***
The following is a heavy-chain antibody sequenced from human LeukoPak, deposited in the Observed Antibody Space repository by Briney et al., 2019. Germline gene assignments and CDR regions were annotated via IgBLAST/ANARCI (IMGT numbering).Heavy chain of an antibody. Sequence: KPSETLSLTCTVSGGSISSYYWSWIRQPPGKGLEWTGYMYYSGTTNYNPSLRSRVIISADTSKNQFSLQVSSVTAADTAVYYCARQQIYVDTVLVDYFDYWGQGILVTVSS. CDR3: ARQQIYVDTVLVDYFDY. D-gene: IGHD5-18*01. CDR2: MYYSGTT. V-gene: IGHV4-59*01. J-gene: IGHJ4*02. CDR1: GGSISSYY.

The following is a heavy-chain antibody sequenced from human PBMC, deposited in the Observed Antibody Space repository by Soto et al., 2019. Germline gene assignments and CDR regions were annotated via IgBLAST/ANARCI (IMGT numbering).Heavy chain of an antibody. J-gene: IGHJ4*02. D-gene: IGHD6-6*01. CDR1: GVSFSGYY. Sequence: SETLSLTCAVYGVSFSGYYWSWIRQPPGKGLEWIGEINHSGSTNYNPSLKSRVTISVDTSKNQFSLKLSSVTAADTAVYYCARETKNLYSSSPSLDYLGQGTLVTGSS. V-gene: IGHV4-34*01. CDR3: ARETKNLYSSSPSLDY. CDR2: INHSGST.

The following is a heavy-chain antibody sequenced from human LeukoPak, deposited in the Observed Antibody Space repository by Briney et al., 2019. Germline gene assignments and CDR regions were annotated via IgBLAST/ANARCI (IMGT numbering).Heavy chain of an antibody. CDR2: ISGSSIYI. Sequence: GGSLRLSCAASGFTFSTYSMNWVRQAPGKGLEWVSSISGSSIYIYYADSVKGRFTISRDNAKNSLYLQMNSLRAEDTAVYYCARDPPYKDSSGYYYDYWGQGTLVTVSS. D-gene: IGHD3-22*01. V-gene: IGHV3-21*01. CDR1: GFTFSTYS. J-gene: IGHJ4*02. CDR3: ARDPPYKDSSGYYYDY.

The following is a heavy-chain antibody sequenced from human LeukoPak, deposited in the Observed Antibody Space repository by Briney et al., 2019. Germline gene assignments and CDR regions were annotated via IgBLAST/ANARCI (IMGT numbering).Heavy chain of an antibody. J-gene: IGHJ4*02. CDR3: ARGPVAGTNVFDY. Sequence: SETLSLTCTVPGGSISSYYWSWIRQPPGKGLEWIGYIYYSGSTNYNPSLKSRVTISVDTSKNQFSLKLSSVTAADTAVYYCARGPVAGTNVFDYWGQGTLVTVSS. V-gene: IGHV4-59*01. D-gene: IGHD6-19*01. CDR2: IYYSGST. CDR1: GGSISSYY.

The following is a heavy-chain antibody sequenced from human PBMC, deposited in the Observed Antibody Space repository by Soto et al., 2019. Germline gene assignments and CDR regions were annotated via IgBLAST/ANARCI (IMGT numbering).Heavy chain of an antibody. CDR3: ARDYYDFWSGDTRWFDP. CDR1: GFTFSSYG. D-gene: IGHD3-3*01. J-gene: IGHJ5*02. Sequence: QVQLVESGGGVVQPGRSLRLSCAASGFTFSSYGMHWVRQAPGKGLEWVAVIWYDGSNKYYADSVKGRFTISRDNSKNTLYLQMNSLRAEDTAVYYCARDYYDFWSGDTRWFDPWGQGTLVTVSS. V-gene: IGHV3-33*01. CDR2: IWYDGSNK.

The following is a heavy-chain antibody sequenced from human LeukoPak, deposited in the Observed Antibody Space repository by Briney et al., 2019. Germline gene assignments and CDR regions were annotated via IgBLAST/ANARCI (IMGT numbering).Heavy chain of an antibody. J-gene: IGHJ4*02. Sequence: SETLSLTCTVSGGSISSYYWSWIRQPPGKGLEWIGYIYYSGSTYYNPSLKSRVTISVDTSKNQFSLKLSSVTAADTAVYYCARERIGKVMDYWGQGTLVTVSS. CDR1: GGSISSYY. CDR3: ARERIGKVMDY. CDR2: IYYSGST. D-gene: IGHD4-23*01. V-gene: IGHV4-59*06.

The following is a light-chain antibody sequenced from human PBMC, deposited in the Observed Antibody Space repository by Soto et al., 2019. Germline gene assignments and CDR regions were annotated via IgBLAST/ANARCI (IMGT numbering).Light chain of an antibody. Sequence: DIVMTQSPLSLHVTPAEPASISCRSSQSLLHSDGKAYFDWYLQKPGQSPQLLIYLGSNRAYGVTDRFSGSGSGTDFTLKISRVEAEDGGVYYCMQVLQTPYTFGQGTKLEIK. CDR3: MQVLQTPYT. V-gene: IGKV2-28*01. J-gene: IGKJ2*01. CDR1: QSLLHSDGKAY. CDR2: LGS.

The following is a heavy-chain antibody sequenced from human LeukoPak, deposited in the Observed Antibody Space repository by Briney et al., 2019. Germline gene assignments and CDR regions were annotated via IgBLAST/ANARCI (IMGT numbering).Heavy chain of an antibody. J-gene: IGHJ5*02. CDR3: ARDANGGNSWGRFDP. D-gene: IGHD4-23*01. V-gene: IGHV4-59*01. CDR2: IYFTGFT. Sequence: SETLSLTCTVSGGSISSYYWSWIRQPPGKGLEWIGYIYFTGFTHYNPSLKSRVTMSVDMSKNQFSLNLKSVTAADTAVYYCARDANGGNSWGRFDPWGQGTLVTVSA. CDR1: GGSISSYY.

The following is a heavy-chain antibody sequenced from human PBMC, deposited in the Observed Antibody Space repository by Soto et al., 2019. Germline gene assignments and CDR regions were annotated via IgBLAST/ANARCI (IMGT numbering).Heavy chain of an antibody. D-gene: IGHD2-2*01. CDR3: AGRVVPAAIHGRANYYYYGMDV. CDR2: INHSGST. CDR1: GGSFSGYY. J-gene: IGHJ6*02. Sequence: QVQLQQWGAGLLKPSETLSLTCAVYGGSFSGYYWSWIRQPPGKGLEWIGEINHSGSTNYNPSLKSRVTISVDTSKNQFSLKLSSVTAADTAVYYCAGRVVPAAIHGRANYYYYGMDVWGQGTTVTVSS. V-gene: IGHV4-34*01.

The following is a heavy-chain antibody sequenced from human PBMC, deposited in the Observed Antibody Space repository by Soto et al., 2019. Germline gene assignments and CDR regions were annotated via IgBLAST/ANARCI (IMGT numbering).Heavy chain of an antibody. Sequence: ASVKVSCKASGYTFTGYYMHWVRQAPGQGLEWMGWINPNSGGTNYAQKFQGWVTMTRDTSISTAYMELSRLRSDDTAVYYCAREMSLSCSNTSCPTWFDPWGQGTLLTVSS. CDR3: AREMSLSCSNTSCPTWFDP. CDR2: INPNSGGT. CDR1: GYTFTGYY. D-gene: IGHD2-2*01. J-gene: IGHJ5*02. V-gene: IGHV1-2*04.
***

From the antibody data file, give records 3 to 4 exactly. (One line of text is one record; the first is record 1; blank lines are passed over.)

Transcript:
The following is a heavy-chain antibody sequenced from human LeukoPak, deposited in the Observed Antibody Space repository by Briney et al., 2019. Germline gene assignments and CDR regions were annotated via IgBLAST/ANARCI (IMGT numbering).Heavy chain of an antibody. CDR2: ISGSSIYI. Sequence: GGSLRLSCAASGFTFSTYSMNWVRQAPGKGLEWVSSISGSSIYIYYADSVKGRFTISRDNAKNSLYLQMNSLRAEDTAVYYCARDPPYKDSSGYYYDYWGQGTLVTVSS. D-gene: IGHD3-22*01. V-gene: IGHV3-21*01. CDR1: GFTFSTYS. J-gene: IGHJ4*02. CDR3: ARDPPYKDSSGYYYDY.

The following is a heavy-chain antibody sequenced from human LeukoPak, deposited in the Observed Antibody Space repository by Briney et al., 2019. Germline gene assignments and CDR regions were annotated via IgBLAST/ANARCI (IMGT numbering).Heavy chain of an antibody. J-gene: IGHJ4*02. CDR3: ARGPVAGTNVFDY. Sequence: SETLSLTCTVPGGSISSYYWSWIRQPPGKGLEWIGYIYYSGSTNYNPSLKSRVTISVDTSKNQFSLKLSSVTAADTAVYYCARGPVAGTNVFDYWGQGTLVTVSS. V-gene: IGHV4-59*01. D-gene: IGHD6-19*01. CDR2: IYYSGST. CDR1: GGSISSYY.